POW is a race between all miners in a their respective distributed ledger (DL) network to find a solution to a very difficult math problem. The problem produces a special number that is tied to the incoming transaction data on the network. When a valid solution is found, the winning miner records and broadcasts those transactions with their solution to their DL and receives the transaction fees. As miners expend a large amount of energy and computational resources to do this, it is always more profitable to play fair than to try and cheat the system by design. (More details) . There are also less energy intensive schemes that are being developed as alternatives to Proof of Work
How safe are my funds from hackers?
There are three factors critical to how safe your private keys - the ability to use your funds - are from being stolen: Key, Hardware, and Personal security.
Private key security: can keys be guessed or hacked?
If someone has a private key that is paired to a public key with currency in it, they can spend it. No matter how the true owner has stored it (wallets/exchanges/cold storage). Someone may try to randomly search for your private key - the so-called brute force attack. This is also what someone might do to try and guess your passwords.
The longer and more random your password is, the less likely it is to guess. For each added character, the strength of your password increases exponentially. The total number of charters possible (94 for the standard English keyboard with capital letters, symbols, and numbers included) to the power of the password length is the total number of possible passwords one would need to guess every possible password. So the number of guesses needed to try all 8 charter passwords (like "password") is:
94^8 = 6,095,689,385,410,816 --- or just over 6,000 trillion combinations.
That sure seems like a lot, But with modern computing hardware and sophisticated techniques, it may only take 6 hours to do this. (details here)
As an example, Bitcoin uses 254 bit keys. Supposing you could generate a billion guesses per second on a powerful single desktop, getting a billion of those machines doing this together, you would still need 3,740,000,000,000,000 years (on average) to find it. That is longer than the expected life-space of the universe as we know it. Better get moving!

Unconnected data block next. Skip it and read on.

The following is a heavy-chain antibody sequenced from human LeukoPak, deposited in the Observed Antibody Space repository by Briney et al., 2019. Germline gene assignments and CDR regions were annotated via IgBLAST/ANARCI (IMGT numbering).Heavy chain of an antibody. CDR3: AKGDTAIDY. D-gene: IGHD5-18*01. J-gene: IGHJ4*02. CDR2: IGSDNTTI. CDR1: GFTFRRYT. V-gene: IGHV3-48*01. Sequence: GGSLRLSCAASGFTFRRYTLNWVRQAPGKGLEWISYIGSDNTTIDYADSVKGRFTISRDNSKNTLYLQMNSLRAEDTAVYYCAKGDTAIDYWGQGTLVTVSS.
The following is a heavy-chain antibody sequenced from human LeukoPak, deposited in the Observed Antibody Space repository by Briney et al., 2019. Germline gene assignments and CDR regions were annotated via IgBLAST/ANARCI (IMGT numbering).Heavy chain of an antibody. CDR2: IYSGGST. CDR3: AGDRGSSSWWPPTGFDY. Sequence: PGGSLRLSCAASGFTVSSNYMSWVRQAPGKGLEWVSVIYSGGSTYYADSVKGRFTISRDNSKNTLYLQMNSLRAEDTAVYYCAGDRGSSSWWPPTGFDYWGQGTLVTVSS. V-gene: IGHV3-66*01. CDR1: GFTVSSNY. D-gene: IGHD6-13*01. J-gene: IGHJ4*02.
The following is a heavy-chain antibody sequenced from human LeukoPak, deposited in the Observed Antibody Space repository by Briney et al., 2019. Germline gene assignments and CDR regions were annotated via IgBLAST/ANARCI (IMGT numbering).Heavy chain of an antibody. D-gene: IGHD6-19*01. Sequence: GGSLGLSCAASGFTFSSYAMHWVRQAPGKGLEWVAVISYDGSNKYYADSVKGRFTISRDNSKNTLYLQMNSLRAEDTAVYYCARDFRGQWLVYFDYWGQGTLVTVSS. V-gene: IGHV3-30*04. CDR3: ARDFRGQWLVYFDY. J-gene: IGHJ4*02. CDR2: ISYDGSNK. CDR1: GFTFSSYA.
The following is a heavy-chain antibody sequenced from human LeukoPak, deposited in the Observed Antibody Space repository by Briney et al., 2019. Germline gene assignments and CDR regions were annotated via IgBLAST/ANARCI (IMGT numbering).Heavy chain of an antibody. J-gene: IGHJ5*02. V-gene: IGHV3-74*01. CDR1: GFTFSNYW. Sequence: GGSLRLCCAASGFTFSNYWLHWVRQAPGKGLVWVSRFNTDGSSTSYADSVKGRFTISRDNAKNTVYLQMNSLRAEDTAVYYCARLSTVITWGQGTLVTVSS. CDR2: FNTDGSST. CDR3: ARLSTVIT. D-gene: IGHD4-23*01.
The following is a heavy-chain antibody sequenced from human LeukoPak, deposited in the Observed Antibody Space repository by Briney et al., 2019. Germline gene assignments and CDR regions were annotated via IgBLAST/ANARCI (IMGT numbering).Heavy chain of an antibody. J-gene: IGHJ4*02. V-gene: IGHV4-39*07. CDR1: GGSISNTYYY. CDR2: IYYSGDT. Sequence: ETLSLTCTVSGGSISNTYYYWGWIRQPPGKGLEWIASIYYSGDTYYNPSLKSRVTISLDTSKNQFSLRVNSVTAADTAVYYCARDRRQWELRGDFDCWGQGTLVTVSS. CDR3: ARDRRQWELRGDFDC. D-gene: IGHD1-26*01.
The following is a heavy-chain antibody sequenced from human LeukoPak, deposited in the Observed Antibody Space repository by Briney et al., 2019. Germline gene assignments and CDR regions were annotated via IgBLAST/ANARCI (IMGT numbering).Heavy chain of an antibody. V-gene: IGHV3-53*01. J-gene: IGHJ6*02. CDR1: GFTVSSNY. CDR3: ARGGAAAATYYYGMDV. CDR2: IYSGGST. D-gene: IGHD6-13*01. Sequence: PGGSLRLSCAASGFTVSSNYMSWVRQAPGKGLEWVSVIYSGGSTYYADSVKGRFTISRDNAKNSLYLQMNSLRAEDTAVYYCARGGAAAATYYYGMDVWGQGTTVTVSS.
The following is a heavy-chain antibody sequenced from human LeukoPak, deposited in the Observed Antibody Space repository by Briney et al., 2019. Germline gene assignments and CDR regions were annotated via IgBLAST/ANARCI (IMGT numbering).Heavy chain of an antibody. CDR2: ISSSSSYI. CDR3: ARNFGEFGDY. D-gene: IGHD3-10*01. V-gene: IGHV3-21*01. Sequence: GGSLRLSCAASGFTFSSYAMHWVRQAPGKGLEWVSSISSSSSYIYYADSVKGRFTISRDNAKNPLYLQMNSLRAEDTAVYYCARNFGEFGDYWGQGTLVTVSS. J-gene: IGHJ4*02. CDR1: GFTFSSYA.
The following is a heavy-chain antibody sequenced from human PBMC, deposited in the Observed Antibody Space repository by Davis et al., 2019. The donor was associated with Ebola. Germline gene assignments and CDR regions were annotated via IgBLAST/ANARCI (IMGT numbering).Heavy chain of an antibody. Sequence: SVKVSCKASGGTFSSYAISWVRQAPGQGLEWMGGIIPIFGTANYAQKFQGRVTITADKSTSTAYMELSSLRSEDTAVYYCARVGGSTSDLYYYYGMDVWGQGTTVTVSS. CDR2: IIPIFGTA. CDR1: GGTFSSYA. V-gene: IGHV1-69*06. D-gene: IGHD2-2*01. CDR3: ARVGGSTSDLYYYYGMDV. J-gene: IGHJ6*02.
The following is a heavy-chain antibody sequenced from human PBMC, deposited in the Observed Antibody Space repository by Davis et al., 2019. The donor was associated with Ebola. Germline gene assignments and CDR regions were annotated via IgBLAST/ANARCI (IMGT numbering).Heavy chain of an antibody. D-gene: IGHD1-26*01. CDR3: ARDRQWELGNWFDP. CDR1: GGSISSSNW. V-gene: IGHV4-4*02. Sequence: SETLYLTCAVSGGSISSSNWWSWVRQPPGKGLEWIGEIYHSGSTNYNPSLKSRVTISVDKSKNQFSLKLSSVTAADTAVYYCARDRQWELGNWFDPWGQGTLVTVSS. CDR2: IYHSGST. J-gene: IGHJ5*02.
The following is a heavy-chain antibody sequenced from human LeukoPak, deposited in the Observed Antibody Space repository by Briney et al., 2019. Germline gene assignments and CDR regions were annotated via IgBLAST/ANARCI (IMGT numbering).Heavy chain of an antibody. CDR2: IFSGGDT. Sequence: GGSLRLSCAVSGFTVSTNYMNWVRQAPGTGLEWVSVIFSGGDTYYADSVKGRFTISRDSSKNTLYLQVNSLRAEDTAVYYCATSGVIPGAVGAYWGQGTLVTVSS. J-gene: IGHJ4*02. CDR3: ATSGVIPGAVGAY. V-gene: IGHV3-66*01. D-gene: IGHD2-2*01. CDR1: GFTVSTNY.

Computer security: can the machines and software storing my keys be hacked?
(section under construction!)
Where you store and how access your cyprocurrency private keys matters. From the origin/generation of your private key through all transfers to and from it, there are ways that a bad actor could gain access to it and steal your assets. There are two primary places to store your keys:
- At present, centralized exchanges (like coinbase, gemini, kraken, kucoin, binance, etc.) are the easiest and arguably best way to easily buy, sell, and trade cryptocurrencies. (*But this is changing with developments in peer-to-peer trading and decentralized swaps)
- The security responsibility is on the exchange beyond your passwords and 2 factor authentications.
- There may be ways to dispute charges in the event of errors in transactions.
- When you have an account at an exchange served (exactly like at a bank) you do not own your crypto - they do. You own a promissory note to retrieve or trade those assets that they own “for you”.
- Exchanges are very high value targets for hackers. It is much more likely for a bad actor to try and get into their systems as the return on investment for a breakin is likely much higher than for you as an individual.
- There are many examples of exchanges already being hacked and user’s funds being stolen.
- Wallets are software tools to store your keys on you own. Typical wallet software includes ways to generate new private/public key pairs, view balances, send/receive funds, and securely store all this information on your machine via a password.
- Hot Wallets are on a machine connected to the internet. So it is possible for a hacker to get access to the walet’s information remotely. But it also can easily send/receive funds and check balances on this machine.
- Cold Wallets are not connected to the internet. Safer, but you need another machine to send/receive funds and check balances.
- Paper Wallets: These are literally printed copies of your private / public keys. With this information and a walet software, you can access your funds.
Personal security: can I be hacked?
(section under construction!)
Yes. :) more to come...
Laws and Regulations
Are cryptocurrencies legal?
Very few countries have gone as far as to declare cryptocurrencies illegal. That does not, however, mean that cryptocurrencies are "legal tender" – so far, only Japan has gone as far as to give bitcoin that designation. However, just because something isn't legal tender, does not mean that it cannot be used for payment – it just means that there are no protections for either the consumer or the merchant, and that its use as payment is completely discretionary. (More Info)